When first cousins Rickey Hall and Charlie Moore were just 4 years old, they started their own business. Born just six weeks apart, the pair became close not just as family, but as business partners with their successful venture, Rickey and Charlie’s Old Fashioned Popping Corn.
“It’s fun because we get to see each other and get to work and sell our popcorn,” Rickey said, adding that the business duo has not had any problem getting along, and split their profit evenly.
As a way to instill work ethic in their young boys, Rickey and Charlie’s parents began looking for a project for them to work on. After brainstorming several ideas, they landed on popcorn as the perfect business for their sons.
“I grew up on a family farm down in Logan County,” said Rickey’s dad, Chad Hall. “ I was thinking what could Rickey do 70 miles away and still have ownership with it.”
With a grandfather who farms and raises row crop, it was decided that the two boys would raise natural popping corn on about an acre of land.
“We grow the corn and then pick it,” explained Charlie. “Then we take it to the shop and shell it off the cob.”
After harvesting the crop, the boys bag their product in 2-pound increments to be sold to customers. The boys say their product can be popped in a skillet or put it in the microwave in a brown paper sack, but it’s best with just a little butter and salt.
Popcorn is a low maintenance crop, so it is ideal for 8-year-old boys, who do not have to tend to it every day and can focus efforts on the weekends rather than school days.
And while every year has been profitable and the boys have split their earnings 50-50, the first year was a little different. In the fall, about the time that they started picking, Charlie was diagnosed with cancer.
“We were coming back from picking popcorn one night and Rickey had overheard people talking about Charlie’s treatments and him going back and forth to Vanderbilt. He told me that he wanted to give all the money they had earned to Charlie. He figured it cost a bunch of money for treatment of cancer,” Chad said.
In this moment, it was obvious that the project was working. Teaching the boys about hard work, giving back and discipline were all the reasons that the family believed in finding a project for their children.
The first year, the crop earned a profit of $1,800, or $900 a piece. Rickey gave it all to Charlie. Now nearly four years later, Charlie is healthy and back at the popcorn business.
During the second year of their business, the boys hustled and found support from the community. Suzanne Cecil White of Cecil Farms put Rickey and Charlie’s Old Fashioned Popping Corn in her Community Supported Agriculture program for fall deliveries and their product made it to the farmer’s market.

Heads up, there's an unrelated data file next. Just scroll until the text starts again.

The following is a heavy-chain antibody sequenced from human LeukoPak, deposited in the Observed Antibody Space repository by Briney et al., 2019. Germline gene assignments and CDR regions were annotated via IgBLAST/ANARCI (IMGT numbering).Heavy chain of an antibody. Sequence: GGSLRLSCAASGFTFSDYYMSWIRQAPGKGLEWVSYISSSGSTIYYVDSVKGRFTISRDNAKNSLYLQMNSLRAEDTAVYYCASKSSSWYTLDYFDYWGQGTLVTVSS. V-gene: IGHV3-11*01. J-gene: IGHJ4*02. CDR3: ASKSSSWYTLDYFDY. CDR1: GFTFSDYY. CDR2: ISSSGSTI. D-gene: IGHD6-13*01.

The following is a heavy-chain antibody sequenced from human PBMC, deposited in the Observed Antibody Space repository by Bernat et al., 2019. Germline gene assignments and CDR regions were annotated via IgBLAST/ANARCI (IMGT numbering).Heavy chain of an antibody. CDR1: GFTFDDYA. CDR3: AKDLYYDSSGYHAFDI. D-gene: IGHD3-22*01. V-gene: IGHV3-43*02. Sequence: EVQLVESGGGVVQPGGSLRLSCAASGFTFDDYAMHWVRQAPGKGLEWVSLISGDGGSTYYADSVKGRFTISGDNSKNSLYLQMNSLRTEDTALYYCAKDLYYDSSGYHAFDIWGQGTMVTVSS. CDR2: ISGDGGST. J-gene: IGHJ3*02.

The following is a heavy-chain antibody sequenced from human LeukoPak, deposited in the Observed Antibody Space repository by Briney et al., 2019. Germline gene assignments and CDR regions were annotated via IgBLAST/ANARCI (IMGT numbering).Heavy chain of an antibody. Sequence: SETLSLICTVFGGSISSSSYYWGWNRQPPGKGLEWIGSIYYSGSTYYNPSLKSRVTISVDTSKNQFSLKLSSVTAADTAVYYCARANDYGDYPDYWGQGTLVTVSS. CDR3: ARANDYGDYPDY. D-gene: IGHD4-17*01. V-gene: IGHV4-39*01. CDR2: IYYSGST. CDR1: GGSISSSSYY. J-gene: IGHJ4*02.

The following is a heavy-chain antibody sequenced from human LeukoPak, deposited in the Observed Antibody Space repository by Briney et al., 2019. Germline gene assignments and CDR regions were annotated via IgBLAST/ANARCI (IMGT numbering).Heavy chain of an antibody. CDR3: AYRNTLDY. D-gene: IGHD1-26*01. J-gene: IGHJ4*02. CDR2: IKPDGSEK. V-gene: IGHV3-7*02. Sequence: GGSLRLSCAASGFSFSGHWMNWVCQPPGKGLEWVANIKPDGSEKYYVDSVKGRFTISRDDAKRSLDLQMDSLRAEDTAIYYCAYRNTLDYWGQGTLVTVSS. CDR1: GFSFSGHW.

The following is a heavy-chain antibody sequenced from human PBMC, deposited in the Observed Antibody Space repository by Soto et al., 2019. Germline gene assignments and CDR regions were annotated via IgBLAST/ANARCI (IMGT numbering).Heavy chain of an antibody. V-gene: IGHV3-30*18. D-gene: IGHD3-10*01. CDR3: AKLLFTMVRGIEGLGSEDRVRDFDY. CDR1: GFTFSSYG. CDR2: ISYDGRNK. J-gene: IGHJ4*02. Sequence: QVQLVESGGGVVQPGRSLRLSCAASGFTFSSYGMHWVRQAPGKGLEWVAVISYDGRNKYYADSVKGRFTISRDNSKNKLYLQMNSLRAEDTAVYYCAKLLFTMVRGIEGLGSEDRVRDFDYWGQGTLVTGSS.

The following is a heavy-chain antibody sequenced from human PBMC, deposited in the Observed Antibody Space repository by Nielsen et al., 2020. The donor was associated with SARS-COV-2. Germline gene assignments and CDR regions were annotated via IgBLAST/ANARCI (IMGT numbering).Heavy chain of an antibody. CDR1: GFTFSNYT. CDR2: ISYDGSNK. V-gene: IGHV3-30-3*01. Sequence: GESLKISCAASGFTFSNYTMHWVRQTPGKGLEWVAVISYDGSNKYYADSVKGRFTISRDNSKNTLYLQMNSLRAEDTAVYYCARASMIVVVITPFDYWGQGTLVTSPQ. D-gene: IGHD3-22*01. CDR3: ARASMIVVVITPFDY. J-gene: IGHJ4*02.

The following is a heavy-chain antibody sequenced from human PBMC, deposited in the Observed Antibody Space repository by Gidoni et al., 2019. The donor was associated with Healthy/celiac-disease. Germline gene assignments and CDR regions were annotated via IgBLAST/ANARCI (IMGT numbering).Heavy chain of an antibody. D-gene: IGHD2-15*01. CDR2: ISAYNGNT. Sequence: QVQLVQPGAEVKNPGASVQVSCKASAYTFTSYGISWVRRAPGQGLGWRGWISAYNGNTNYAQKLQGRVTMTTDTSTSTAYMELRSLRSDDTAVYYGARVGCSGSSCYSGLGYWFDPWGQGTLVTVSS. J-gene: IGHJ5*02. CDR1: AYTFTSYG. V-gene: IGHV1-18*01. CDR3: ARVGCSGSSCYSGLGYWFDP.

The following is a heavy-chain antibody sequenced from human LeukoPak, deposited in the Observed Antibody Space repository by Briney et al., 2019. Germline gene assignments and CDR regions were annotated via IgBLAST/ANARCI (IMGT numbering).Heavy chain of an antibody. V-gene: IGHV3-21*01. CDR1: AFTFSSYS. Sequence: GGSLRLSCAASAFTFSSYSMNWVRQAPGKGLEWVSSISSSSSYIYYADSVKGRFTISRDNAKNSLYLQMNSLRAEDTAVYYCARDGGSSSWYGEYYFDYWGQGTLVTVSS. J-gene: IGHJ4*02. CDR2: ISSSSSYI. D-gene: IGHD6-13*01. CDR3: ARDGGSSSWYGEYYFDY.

Both boys put money in the bank and chose to reinvest in their business by upgrading some of their equipment. Several years ago, Rickey gave a presentation to Independence Bank, where his dad Chad works, that led to the creation of the bank’s Little Patriots Savings Club.
But each year, success or struggle relies on the weather.
The boys said they had to learn the quality of the popcorn, because they only want to offer their customers the best. One year, they put in the work but didn’t make as much money because of the weather.
“Ethically you dont sell an inferior product,” Chad said. “That was something the boys had to learn.”
This season marks the fifth time planting and harvesting the crop and both of the boys say they enjoy what they do.
“I like to tell people about farming,” Rickey said, adding that one of his marketing strategies has been to set up a table at his school’s agriculture day. He not only got to sell his popcorn, but he also got to teach his friends about how to harvest a crop.
Charlie said he likes picking the corn the most because shelling the corn can be tough.
“I like growing it and looking at it with my Daddy,” Charlie said.
And that isn’t the only family time Charlie enjoys through the popcorn business. He also sets up each Wednesday after school at the farmer’s market with his grandmother.
Both boys’ parents admit that, like any other kids, there are some times when Rickey and Charlie may complain about the work, like saying it’s too hot outside. However, because they love working together and interacting with people, they see Rickey and Charlie’s Old Fashioned Popping Corn only growing in the future.
“The boys love being on the farm; for them to have a crop to go out to that’s not their granddad’s or their dad’s is amazing,” Chad said. “This is teaching them structure, responsibility and discipline. They get to learn through this project the foundation of how to conduct themselves in the future.”
Sales have continued to increase as consumers learn about the unique product and the two now 8-year-old boys are working hard behind the name. To reach more customers, the business has rented a booth at Preservation Station, used word of mouth and also created their own Facebook page.
As far as future goals or plans, the boys say they just want to keep selling popcorn.
“By 10 they may be burnt out on it and ready to play sports — it will be up to them to keep going or not,” Chad said. “It is something that we as parents decided we wanted our kids to do to learn life lessons.”
Chad says he is glad the boys are getting exposed to this hard work even though they don’t actually live on a farm.
For more information, visit their page, Rickey & Charlie’s Old Fashioned Popping Corn on Facebook.